If you’re enrolled in SAVE — the Biden administration’s income-driven student loan repayment program that launched in August of 2023 — you may be receiving some good news this month. In mid-January, the Biden administration announced that borrowers entitled to student loan forgiveness under the SAVE repayment program would qualify for that forgiveness not in July of 2024, as expected, but this month — meaning, eligible borrowers will have their full debt canceled immediately.
“We’ve been able to deliver this six months ahead of schedule, which I think is really important,” White House Press Secretary Karine Jean-Pierre said to Fatherly after the announcement. “It’s going to particularly help the community college borrowers, the low-income borrowers, and those struggling to repay their loans. It’s part of our ongoing efforts to act as quickly as possible to give our borrowers more breathing room… Student [debt] crushes families. It crushes them. You go to school because you feel like it’s important to invest in your education, and you come out and you have these loans that are crushing you.”
Who qualifies for the SAVE forgiveness?
The folks who qualify for SAVE forgiveness are a targeted group: those who took out $12,000 or less for their original loan balance and have been in repayment for at least 10 years.
Loan forgiveness will happen automatically in February, and qualifying borrowers who are enrolled in SAVE don’t need to do anything at all, the administration reports.
As of this writing, the administration doesn’t yet have official data on the number of borrowers whose loans will be canceled this month. “What I will say is: 6.9 million borrowers are enrolled in the SAVE plan, and 3.9 million have a monthly payment of $0,” says Jean-Pierre.
How to get your own forgiveness
Even if you aren’t one of the borrowers getting student loan forgiveness this month, that doesn’t mean that you’re out of luck entirely — and if you haven’t yet signed up for SAVE, you should consider doing so ASAP.
In their mid-January announcement, the Biden administration stated that if qualifying borrowers sign up for SAVE, that the Department of Education “will also email borrowers not on SAVE who can receive forgiveness as soon as they sign up for the plan. Moving forward, the Department will continue to identify and discharge the loans of eligible borrowers on a regular basis.”
The reasons are myriad: If you’re a low- or middle-income borrower, the program will likely help lower your monthly payments and will pause your interest as you pay into the program.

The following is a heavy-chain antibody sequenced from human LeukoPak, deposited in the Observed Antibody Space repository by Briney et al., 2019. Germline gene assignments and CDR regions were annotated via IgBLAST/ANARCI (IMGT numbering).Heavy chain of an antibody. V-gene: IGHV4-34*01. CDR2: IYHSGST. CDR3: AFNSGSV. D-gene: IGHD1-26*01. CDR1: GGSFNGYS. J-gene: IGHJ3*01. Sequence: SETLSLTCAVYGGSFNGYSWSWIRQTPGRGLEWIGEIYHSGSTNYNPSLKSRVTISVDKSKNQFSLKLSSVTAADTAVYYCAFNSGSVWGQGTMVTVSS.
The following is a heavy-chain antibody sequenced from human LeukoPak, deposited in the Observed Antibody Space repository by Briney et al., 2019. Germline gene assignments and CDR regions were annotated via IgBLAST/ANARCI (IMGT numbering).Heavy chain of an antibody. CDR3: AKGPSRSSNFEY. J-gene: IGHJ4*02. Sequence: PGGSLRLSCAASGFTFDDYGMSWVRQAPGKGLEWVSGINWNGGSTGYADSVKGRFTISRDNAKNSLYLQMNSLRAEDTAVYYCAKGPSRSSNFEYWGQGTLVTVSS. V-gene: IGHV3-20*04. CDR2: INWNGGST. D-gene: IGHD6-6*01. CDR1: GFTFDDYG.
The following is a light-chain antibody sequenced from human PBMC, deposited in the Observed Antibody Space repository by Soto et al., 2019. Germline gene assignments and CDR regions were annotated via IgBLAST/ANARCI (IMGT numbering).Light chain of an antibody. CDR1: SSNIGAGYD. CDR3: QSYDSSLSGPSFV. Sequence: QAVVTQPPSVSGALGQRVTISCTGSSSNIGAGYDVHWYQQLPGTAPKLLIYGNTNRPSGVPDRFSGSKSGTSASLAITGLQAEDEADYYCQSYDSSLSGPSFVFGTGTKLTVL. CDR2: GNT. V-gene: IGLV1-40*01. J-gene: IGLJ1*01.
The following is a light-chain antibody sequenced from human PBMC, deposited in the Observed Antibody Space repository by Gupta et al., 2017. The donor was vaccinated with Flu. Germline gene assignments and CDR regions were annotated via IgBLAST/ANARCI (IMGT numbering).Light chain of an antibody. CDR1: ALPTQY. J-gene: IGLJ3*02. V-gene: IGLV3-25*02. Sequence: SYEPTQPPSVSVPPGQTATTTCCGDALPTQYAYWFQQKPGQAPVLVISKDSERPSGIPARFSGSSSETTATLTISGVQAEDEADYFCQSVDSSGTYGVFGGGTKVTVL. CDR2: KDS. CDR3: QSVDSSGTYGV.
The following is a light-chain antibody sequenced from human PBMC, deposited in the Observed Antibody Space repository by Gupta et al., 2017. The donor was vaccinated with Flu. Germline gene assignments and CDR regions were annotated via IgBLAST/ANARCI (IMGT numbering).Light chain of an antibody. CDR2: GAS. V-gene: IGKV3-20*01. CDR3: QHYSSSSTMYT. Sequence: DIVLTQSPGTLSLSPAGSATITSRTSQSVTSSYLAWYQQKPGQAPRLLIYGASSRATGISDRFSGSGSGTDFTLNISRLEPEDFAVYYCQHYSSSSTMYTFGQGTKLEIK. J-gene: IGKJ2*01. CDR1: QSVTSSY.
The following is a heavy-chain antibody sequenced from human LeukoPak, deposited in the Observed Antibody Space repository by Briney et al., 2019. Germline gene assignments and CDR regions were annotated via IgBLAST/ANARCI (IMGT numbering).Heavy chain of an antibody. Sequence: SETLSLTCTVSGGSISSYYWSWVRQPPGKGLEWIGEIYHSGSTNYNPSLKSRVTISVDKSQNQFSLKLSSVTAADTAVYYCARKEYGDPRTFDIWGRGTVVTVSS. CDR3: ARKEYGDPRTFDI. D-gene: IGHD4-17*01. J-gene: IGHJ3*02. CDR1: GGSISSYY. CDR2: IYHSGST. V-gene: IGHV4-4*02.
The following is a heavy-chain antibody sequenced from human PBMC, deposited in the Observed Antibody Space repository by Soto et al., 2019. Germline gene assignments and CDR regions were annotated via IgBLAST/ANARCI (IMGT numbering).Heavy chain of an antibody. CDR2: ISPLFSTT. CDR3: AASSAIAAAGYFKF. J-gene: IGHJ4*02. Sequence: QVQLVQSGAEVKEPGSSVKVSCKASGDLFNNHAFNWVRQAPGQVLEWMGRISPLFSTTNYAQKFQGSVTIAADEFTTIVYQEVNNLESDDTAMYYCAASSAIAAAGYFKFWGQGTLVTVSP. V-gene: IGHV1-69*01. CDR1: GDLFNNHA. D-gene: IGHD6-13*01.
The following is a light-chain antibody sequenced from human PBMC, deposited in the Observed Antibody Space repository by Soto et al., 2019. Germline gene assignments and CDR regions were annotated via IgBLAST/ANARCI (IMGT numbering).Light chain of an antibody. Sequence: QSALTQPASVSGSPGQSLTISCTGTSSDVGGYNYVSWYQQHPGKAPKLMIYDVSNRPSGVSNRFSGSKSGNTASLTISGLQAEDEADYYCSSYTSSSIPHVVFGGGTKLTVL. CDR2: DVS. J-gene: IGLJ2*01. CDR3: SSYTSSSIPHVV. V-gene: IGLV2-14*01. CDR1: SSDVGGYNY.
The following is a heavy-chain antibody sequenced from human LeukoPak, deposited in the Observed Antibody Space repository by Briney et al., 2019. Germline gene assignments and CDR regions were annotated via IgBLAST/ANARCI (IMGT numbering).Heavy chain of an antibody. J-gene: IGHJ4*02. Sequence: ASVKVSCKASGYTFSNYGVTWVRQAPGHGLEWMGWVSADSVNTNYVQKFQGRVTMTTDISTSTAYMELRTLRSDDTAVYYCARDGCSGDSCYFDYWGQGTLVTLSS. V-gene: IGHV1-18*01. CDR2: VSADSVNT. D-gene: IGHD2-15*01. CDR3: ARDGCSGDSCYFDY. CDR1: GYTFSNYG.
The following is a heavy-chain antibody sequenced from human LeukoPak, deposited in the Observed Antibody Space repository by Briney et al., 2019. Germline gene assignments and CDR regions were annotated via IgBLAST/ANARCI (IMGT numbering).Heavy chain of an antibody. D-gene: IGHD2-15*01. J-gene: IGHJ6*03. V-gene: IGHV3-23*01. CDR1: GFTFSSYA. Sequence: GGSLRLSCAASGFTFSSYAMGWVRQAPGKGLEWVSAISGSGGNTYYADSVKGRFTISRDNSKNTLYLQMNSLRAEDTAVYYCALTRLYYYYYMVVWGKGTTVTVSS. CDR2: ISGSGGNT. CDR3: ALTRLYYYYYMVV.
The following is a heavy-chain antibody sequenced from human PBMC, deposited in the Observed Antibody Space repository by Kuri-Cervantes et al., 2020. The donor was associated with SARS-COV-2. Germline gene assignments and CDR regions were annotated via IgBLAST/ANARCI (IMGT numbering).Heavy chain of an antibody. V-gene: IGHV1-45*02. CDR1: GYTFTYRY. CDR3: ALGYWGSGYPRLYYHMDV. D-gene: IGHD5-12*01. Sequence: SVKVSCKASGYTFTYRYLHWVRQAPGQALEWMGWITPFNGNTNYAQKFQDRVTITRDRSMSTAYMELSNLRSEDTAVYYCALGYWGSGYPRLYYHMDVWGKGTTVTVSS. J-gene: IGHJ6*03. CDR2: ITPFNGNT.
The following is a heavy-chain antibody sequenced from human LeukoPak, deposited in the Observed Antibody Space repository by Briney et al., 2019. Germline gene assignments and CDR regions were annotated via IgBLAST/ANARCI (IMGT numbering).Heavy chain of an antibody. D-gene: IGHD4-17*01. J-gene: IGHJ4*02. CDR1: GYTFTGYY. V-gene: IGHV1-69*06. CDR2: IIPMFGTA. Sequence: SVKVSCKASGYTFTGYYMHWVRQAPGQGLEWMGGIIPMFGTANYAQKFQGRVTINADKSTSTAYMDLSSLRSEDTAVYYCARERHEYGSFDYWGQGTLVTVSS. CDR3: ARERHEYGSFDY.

For those borrowers with $12,000 or less on your original principal loan balance, SAVE can get you to forgiveness much faster. But even if you owe more, SAVE can put you on a path to forgiveness sooner.
“We encourage all borrowers who may be eligible for early debt cancellation to sign up for the SAVE Plan program,” Jean-Pierre says.
What changed under the SAVE Plan
SAVE is Biden’s new income-driven repayment plan, which was announced last year. It replaced an existing income-driven repayment program, REPAYE, but is different from it in key ways — and in ways that help save borrowers money:
- It lowers monthly payments for mostly low- and middle-income borrowers with federal loans based on their family size and their income.
- Borrowers will pay down, at maximum, 5% of their discretionary income monthly on their loans.
- Borrowers who earn less than $15 an hour won’t pay anything monthly, but will still be on track for loan cancellation.
- SAVE protects more of the borrower’s income from repayment: For example, if you’re a family of three making about $60,000 a year, your monthly payment will only be $34
- The program waives unpaid interest
- The program erases loans for borrowers who have principal balances of $12,000 or less and have made a decade of payments.
- For borrowers with more than $12,000 on their original principal loan, SAVE adds one more year of repayment for each additional $1,000 of loans taken out, maxing out at 20 to 25 years of repayment.
When SAVE was announced, the Biden administration warned that elements of the program — such as loan forgiveness — would take some time. Now, forgiveness is starting to happen ahead of schedule.
Is more loan forgiveness coming?
Never say never. When asked if borrowers can expect additional, broader student loan actions in the near future, Jean-Pierre responded: “You should always keep your ear on the ground for actions that we’re going to take to make sure that we give debt relief to borrowers. The president has tasked his team, the Department of Education, and his policy team here to find ways to give a little bit of breathing room to families who feel crushed by student loan debts. So stay tuned.”
Since Biden’s mid-January announcement about SAVE, Forbes reports that there have been some other moves made on loans. After the Supreme Court struck down Biden’s plan to cancel $20,000 in loans for federal borrowers across the U.S., the administration announced they would work on a “Plan B” — a plan that would involve more targeted loan forgiveness. Later this month, the DOE will host a rulemaking hearing on that “Plan B” and will figure out who may qualify for loans in that hearing.